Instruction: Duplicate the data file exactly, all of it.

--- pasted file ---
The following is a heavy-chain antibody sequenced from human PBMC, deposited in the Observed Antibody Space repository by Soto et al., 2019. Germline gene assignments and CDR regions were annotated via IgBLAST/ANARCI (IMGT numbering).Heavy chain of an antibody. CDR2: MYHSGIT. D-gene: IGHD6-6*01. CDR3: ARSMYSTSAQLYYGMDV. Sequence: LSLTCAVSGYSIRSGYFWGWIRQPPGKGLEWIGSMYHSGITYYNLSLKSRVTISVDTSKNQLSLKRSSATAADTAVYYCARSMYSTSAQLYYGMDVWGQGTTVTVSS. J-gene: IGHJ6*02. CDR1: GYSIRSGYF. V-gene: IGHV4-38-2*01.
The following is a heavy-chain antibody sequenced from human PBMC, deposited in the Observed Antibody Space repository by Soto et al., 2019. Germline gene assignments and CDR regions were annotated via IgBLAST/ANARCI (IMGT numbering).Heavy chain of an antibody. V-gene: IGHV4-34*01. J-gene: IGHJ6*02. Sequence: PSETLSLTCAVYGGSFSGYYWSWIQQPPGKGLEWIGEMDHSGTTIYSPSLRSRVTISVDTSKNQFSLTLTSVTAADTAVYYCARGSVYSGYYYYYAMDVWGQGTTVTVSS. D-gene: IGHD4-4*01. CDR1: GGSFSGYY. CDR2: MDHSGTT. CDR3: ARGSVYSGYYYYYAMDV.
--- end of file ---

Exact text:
The following is a heavy-chain antibody sequenced from human PBMC, deposited in the Observed Antibody Space repository by Soto et al., 2019. Germline gene assignments and CDR regions were annotated via IgBLAST/ANARCI (IMGT numbering).Heavy chain of an antibody. CDR2: MYHSGIT. D-gene: IGHD6-6*01. CDR3: ARSMYSTSAQLYYGMDV. Sequence: LSLTCAVSGYSIRSGYFWGWIRQPPGKGLEWIGSMYHSGITYYNLSLKSRVTISVDTSKNQLSLKRSSATAADTAVYYCARSMYSTSAQLYYGMDVWGQGTTVTVSS. J-gene: IGHJ6*02. CDR1: GYSIRSGYF. V-gene: IGHV4-38-2*01.
The following is a heavy-chain antibody sequenced from human PBMC, deposited in the Observed Antibody Space repository by Soto et al., 2019. Germline gene assignments and CDR regions were annotated via IgBLAST/ANARCI (IMGT numbering).Heavy chain of an antibody. V-gene: IGHV4-34*01. J-gene: IGHJ6*02. Sequence: PSETLSLTCAVYGGSFSGYYWSWIQQPPGKGLEWIGEMDHSGTTIYSPSLRSRVTISVDTSKNQFSLTLTSVTAADTAVYYCARGSVYSGYYYYYAMDVWGQGTTVTVSS. D-gene: IGHD4-4*01. CDR1: GGSFSGYY. CDR2: MDHSGTT. CDR3: ARGSVYSGYYYYYAMDV.